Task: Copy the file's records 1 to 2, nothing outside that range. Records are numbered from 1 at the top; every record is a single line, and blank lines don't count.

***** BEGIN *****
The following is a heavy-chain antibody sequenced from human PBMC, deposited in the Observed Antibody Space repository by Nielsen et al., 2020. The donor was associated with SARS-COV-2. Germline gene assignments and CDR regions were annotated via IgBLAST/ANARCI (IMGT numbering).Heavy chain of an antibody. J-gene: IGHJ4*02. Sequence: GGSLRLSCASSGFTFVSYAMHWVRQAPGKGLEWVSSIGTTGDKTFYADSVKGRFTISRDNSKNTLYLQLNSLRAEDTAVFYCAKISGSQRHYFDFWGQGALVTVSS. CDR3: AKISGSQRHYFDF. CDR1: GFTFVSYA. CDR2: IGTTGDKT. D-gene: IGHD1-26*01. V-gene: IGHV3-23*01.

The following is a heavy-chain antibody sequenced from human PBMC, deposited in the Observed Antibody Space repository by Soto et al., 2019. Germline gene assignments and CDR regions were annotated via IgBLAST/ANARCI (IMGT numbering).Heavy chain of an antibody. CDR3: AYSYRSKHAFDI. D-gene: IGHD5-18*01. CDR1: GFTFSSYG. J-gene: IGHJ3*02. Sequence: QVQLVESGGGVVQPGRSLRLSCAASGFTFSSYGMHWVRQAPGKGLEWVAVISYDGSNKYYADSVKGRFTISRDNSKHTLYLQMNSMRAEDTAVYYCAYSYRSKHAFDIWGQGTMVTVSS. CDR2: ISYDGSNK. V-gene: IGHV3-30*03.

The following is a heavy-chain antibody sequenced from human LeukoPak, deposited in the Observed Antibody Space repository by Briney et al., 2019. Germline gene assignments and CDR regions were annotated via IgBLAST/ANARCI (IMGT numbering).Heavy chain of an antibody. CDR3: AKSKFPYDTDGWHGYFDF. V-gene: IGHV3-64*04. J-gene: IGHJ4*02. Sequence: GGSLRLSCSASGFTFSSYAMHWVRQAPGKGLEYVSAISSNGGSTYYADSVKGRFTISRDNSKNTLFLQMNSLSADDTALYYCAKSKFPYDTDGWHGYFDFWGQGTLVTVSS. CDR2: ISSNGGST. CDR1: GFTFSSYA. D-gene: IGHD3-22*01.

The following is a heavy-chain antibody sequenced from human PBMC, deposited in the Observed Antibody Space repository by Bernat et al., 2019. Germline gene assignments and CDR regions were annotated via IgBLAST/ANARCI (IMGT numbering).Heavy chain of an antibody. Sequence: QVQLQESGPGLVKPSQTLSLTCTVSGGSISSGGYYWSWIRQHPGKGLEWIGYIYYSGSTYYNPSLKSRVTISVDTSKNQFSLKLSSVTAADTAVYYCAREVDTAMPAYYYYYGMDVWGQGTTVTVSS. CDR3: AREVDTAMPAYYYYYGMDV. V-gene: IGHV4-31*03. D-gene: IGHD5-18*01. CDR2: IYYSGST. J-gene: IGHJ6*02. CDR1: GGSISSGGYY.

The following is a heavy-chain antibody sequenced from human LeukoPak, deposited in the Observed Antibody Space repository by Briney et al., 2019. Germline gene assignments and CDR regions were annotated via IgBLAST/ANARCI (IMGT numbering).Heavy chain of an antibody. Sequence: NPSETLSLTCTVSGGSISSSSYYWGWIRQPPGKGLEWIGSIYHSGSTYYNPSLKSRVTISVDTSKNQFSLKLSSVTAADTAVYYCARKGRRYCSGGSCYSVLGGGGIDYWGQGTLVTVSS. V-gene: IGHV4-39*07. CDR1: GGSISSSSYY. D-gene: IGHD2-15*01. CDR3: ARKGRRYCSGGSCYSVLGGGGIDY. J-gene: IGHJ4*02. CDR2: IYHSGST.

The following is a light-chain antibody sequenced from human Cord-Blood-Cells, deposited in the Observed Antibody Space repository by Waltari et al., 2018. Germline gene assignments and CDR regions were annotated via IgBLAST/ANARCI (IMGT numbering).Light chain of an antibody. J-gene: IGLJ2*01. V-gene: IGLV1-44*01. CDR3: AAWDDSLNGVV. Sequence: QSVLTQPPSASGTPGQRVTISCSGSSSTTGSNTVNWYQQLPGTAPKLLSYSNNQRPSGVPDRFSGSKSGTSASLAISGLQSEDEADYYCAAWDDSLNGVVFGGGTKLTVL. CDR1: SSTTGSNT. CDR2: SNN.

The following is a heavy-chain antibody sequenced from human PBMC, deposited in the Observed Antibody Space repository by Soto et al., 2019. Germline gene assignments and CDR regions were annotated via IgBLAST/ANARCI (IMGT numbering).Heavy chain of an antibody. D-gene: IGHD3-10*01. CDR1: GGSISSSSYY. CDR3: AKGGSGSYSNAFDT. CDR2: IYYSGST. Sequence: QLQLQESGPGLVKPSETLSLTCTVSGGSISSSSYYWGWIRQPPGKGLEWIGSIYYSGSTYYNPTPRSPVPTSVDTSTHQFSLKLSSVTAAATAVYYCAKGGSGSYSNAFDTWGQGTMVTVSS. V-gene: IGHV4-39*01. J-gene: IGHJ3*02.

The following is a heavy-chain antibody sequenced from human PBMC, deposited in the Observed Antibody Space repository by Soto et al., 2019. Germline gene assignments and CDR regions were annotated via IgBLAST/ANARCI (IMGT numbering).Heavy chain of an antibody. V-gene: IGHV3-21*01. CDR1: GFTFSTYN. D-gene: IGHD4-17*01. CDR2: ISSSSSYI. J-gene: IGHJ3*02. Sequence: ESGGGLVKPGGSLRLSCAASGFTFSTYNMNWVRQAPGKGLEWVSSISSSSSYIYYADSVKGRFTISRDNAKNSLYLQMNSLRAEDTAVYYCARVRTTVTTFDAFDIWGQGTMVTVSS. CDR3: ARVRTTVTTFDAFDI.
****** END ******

The following is a heavy-chain antibody sequenced from human PBMC, deposited in the Observed Antibody Space repository by Nielsen et al., 2020. The donor was associated with SARS-COV-2. Germline gene assignments and CDR regions were annotated via IgBLAST/ANARCI (IMGT numbering).Heavy chain of an antibody. J-gene: IGHJ4*02. Sequence: GGSLRLSCASSGFTFVSYAMHWVRQAPGKGLEWVSSIGTTGDKTFYADSVKGRFTISRDNSKNTLYLQLNSLRAEDTAVFYCAKISGSQRHYFDFWGQGALVTVSS. CDR3: AKISGSQRHYFDF. CDR1: GFTFVSYA. CDR2: IGTTGDKT. D-gene: IGHD1-26*01. V-gene: IGHV3-23*01.

The following is a heavy-chain antibody sequenced from human PBMC, deposited in the Observed Antibody Space repository by Soto et al., 2019. Germline gene assignments and CDR regions were annotated via IgBLAST/ANARCI (IMGT numbering).Heavy chain of an antibody. CDR3: AYSYRSKHAFDI. D-gene: IGHD5-18*01. CDR1: GFTFSSYG. J-gene: IGHJ3*02. Sequence: QVQLVESGGGVVQPGRSLRLSCAASGFTFSSYGMHWVRQAPGKGLEWVAVISYDGSNKYYADSVKGRFTISRDNSKHTLYLQMNSMRAEDTAVYYCAYSYRSKHAFDIWGQGTMVTVSS. CDR2: ISYDGSNK. V-gene: IGHV3-30*03.